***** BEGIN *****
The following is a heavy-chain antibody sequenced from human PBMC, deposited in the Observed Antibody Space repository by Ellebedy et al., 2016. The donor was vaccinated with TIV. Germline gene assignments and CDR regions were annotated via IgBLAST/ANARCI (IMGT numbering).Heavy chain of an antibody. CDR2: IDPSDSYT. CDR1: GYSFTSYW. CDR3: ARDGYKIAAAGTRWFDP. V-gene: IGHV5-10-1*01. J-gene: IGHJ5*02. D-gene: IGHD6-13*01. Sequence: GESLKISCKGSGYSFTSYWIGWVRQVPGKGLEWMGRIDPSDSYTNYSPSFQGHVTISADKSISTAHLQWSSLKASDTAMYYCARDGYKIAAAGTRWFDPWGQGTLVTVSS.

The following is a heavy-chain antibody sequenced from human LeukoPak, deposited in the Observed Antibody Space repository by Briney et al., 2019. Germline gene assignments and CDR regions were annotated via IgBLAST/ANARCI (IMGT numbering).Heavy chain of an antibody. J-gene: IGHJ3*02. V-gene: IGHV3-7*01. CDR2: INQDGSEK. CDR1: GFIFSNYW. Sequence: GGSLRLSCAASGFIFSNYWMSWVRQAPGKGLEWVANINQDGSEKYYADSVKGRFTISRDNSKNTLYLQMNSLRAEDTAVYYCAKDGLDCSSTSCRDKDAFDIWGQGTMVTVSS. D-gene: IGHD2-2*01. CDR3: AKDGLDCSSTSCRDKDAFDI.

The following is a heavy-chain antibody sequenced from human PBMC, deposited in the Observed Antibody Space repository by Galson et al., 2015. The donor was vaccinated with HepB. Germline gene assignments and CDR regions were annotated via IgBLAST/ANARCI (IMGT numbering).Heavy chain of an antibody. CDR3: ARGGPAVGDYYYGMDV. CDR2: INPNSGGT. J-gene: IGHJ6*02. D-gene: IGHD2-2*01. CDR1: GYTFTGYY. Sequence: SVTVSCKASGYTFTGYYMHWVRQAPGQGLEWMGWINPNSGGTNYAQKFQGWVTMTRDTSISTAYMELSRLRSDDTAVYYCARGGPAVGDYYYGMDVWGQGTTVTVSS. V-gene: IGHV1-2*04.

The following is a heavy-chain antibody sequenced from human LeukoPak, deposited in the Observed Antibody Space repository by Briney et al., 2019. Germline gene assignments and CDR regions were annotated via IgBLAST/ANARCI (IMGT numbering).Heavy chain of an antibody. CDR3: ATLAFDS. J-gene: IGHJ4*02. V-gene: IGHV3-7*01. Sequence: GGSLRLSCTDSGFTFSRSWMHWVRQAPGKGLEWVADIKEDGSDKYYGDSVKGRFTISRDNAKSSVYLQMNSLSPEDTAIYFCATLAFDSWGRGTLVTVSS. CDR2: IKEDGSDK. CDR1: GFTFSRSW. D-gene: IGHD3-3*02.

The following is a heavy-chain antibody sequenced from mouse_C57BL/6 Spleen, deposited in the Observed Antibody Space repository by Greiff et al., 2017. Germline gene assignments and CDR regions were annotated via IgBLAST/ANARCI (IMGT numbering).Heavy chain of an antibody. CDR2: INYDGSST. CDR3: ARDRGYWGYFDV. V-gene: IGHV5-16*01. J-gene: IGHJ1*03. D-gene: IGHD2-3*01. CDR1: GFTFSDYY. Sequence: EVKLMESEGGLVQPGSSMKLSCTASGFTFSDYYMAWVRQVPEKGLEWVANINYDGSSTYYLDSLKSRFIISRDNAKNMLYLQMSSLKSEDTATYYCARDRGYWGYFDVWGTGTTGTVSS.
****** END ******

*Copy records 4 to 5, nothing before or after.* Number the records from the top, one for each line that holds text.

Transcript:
The following is a heavy-chain antibody sequenced from human LeukoPak, deposited in the Observed Antibody Space repository by Briney et al., 2019. Germline gene assignments and CDR regions were annotated via IgBLAST/ANARCI (IMGT numbering).Heavy chain of an antibody. CDR3: ATLAFDS. J-gene: IGHJ4*02. V-gene: IGHV3-7*01. Sequence: GGSLRLSCTDSGFTFSRSWMHWVRQAPGKGLEWVADIKEDGSDKYYGDSVKGRFTISRDNAKSSVYLQMNSLSPEDTAIYFCATLAFDSWGRGTLVTVSS. CDR2: IKEDGSDK. CDR1: GFTFSRSW. D-gene: IGHD3-3*02.

The following is a heavy-chain antibody sequenced from mouse_C57BL/6 Spleen, deposited in the Observed Antibody Space repository by Greiff et al., 2017. Germline gene assignments and CDR regions were annotated via IgBLAST/ANARCI (IMGT numbering).Heavy chain of an antibody. CDR2: INYDGSST. CDR3: ARDRGYWGYFDV. V-gene: IGHV5-16*01. J-gene: IGHJ1*03. D-gene: IGHD2-3*01. CDR1: GFTFSDYY. Sequence: EVKLMESEGGLVQPGSSMKLSCTASGFTFSDYYMAWVRQVPEKGLEWVANINYDGSSTYYLDSLKSRFIISRDNAKNMLYLQMSSLKSEDTATYYCARDRGYWGYFDVWGTGTTGTVSS.